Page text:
I'm studying computer engineering at a university and I have been doing C/C++ for about a year and now I'm learning assembly for intel based computers, but I'm having difficulty getting anything started. I'm not sure what to install I keep hearing that I need MASM or TASM, but when I install both I can't get anything to run or work. I thought I got it one time, but there was an error. Will the assembler tell me if there is a compiler error such as when writing C in borland? Also is there an assembler that comes with Borland C++ or Visual Studio 6 enterprise? Thanks in advance
Posted on 2001-05-17 08:14:00 by Jaszbo
Inprise (formerly Borland) made TASM, and was sold as a separate package to C++. They stopped support for TASM, and (as far as I am aware) no longer intend on developing it further. Again as far as I am aware, it is not bundled with their C++ compiler (it wasn't with C Builder 3 at least). MASM is the Microsoft Assembler, and is also not in the Visual C++ package (the C compiler does cope with inline assembly, but its not great). Unlike Borland (and unlike Microsoft :P ) they do give it away free (in the DDK), and so it can be used in the MASM32 package that Hutch provides. It is this MASM32 pack that most of us here use. This is because MASM is still supported by MS, and continues being developed. So I would suggest you download MASM32 from Hutch's site! http://www.pbq.com.au/home/hutch/default.htm Q) Will the assembler warn you of errors? A) Yes and no! There are certain things that an assembler (MASM & TASM are both compilers/assemblers as they also contain high level constructs such as IF-ELSE) will warn you about undefined variables etc. However certain problems will come at link time, and others will not show up until your CPU melts itself (only joking :D ). Because assembly is much lower level, there are plenty more ways in which to make your computer go horribly wrong! There is also less checking at "compile" time. The emphasis is most definitely on the programmer to ensure things are correct, but in a good way! What I suggest you do: 1) Get MASM32 from Hutch's site (see link above) 2) Get Icz's tutorials from http://win32asm.cjb.net 3) Mess around with those tutorials, change things etc. 4) Ask questions here about what you don't understand / broke! Mirno
Posted on 2001-05-17 08:45:00 by Mirno
I want to say thank you so very much for helping me, I downloaded the masm32 with the link you sent me and the program seems to run better than the others I tried, and I went here to download some tutorials to help me, but I wasn't sure which ones I should download since there are so many from this site http://win32asm.cjb.net I think I might know most of the first part of the tutorial with anything that has to do with base convesion and boolean algebra and I've been working for a pc shop for 2 years now so the hardware parts aren't a problem either. Here is a link to the lab that I must do for my class which I would like to get started on the first one which is just a basic hello world http://pegasus.cc.ucf.edu/~fgonzale/eel3801/labmanual.pdf Thank you so very much in advance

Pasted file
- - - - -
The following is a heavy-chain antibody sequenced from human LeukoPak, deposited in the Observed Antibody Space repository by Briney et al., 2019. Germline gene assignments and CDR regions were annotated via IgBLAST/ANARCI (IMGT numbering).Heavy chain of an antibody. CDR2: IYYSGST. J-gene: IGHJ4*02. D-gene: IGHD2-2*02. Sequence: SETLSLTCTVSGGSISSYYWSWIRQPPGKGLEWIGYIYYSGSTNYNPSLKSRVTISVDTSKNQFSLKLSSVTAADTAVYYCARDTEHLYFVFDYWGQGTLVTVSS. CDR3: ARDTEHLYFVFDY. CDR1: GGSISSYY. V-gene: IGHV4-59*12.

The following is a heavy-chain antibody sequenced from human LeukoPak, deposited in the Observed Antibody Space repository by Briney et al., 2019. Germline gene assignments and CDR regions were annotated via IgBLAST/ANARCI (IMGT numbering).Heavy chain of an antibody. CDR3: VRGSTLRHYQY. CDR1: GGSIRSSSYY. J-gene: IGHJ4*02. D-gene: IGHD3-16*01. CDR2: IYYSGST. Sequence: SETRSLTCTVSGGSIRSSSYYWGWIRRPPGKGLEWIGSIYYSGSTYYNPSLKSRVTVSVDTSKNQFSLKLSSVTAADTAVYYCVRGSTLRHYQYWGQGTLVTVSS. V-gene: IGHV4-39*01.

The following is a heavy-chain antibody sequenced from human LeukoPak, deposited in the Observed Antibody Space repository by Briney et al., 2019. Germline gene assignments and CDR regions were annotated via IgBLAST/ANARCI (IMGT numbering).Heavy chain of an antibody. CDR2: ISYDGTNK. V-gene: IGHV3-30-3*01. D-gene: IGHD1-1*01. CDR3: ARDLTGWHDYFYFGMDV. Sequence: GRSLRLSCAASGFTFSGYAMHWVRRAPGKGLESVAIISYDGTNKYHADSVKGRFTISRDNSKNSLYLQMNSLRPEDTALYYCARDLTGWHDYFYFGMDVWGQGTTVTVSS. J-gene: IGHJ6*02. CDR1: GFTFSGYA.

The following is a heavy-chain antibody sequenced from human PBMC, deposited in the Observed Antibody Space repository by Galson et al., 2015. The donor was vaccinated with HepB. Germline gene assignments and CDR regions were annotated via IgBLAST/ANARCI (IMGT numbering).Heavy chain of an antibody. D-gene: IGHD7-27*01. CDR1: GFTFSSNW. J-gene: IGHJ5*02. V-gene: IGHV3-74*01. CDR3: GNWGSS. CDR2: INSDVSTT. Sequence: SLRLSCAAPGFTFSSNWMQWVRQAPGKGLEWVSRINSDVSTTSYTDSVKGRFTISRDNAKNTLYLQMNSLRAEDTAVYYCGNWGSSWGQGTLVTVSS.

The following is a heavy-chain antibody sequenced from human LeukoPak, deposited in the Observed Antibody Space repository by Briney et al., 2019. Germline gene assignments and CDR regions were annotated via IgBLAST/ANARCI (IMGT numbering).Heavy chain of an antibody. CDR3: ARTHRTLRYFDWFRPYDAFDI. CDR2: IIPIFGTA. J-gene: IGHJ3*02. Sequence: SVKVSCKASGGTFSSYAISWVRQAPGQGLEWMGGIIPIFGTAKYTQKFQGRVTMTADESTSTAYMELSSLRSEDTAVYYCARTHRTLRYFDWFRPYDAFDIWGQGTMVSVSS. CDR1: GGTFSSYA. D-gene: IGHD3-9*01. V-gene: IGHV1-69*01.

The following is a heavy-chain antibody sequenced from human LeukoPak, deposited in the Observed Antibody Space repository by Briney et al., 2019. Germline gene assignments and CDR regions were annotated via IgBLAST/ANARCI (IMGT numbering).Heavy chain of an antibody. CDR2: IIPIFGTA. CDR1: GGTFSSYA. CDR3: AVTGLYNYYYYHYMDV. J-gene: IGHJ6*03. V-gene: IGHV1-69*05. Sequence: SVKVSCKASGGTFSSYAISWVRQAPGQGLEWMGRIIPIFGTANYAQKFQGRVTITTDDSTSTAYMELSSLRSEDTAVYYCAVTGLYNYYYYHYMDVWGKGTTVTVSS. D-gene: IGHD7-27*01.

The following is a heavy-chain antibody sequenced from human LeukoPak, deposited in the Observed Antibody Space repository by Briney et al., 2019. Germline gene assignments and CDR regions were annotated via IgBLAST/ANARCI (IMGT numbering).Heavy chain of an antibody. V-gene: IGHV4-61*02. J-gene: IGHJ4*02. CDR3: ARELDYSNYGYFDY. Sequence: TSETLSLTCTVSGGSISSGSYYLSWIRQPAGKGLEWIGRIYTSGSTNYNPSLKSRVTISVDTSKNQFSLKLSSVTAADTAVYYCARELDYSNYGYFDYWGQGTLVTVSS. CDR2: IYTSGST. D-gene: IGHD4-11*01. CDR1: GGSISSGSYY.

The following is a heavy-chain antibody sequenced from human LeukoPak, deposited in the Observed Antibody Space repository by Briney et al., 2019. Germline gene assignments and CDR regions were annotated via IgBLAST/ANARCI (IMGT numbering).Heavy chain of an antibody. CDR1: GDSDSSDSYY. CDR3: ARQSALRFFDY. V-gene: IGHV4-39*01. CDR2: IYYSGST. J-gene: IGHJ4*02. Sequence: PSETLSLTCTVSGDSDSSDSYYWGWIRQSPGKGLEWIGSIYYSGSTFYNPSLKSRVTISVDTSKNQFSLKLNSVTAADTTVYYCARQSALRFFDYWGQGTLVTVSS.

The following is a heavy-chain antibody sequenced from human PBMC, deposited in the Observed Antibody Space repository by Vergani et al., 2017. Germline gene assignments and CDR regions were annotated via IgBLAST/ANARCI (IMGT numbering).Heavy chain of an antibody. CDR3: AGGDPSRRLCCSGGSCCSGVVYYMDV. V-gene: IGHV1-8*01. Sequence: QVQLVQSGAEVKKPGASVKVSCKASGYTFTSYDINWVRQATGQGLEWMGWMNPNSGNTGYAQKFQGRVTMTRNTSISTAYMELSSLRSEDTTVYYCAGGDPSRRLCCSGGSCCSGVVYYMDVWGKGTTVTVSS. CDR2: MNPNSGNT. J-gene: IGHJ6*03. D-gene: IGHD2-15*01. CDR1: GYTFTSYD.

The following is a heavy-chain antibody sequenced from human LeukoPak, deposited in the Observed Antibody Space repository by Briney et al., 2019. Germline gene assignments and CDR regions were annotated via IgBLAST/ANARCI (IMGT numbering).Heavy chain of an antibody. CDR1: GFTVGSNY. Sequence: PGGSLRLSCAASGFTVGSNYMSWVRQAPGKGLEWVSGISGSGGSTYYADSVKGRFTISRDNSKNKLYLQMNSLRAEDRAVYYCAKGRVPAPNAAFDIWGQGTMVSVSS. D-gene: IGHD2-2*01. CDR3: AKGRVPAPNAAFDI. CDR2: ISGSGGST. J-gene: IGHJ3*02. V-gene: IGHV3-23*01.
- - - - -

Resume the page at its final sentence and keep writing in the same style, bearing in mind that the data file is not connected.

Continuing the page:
Posted on 2001-05-17 16:32:00 by Jaszbo
The URL you posted shows that your class is teaching DOS based assembly, and uses TASM. Of course this doesn't prohibit you from doing Win32 assembly as well, but it will be different! Windows uses functions in the API to provide us (the programmers) with "system level" interaction (disk reads & writes etc. It also provides lots of other things too). DOS however uses interupts ("int nn"), there are plenty of docs around the web describing the DOS interupts (try looking for Ralph Browns interupt list). The second difference is that Win32 is (as the name sugests) written using 32bit code, DOS is 16bit and so is limited to 16bit registers. There is of course one final point to make, most people here use MASM (from the MASM32 package), not TASM. There are syntactic differences. They both use the same opcodes (for the most part, I'm not sure if TASM has MMX, 3D-Now, SSE, or SSE2, but all the general ones should be the same). However both MASM and TASM have their own quirks, and syntax. There are people on the board who are fluent in TASM, so they will be able to help with problems, but be aware that your course, and this board (again for the most part) use different assemblers. What you learn in one area will still be applicable (to some extent) to the other, but DOS & Win32 are different! If you still want to learn Win32 assembly, then (I've just remembered DOH!) the basic package is included in MASM32 in "x:\masm32\ICZTUTES". These deal with everything you need to know to get started. Mirno
Posted on 2001-05-18 06:04:00 by Mirno
Just a minor "correction" to Mirno's post. You can use 32 bit registers and instructions in DOS mode, if you use the .386 (or higher) directive. However, you are still limited to the segmented memory model, and DOS functions still use the 16 bit registers to pass parameters. :)
Posted on 2001-05-18 07:23:00 by S/390
Ok, since the masm32 is different than the one I'm supposed to use TASM, can I still use masm32? The book for the class gave me a free copy of TASM and MASM, but I'm not getting it to work and masm32 seems to be easier to use. I opened this asm file into qeditor.exe title Hello World Program (hello.asm) ; This program displays "Hello, world!" dosseg .model small .stack 100h .code main proc mov ax,@data mov ds,ax mov ax,0900h mov dx,offset msg int 21h mov ax,4C00h int 21h main endp .data msg db 'Hello World!',0Ah,0Dh,'$' end main Then I clicked on build all and this is the dos error that comes on the screen Microsoft (R) Macro Assembler Version 6.14.8444 Copyright (C) Microsoft Corp 1981-1997. All rights reserved. Assembling: D:\School\eel3801\program.asm D:\School\eel3801\program.asm(4) : warning A4015: directive ignored with /coff switch D:\School\eel3801\program.asm(9) : error A2006: undefined symbol : DGROUP D:\School\eel3801\program.asm(19) : warning A4023: with /coff switch, leading u nderscore required for start address : main _ Assembly Error Press any key to continue . . . Any help is appreciated.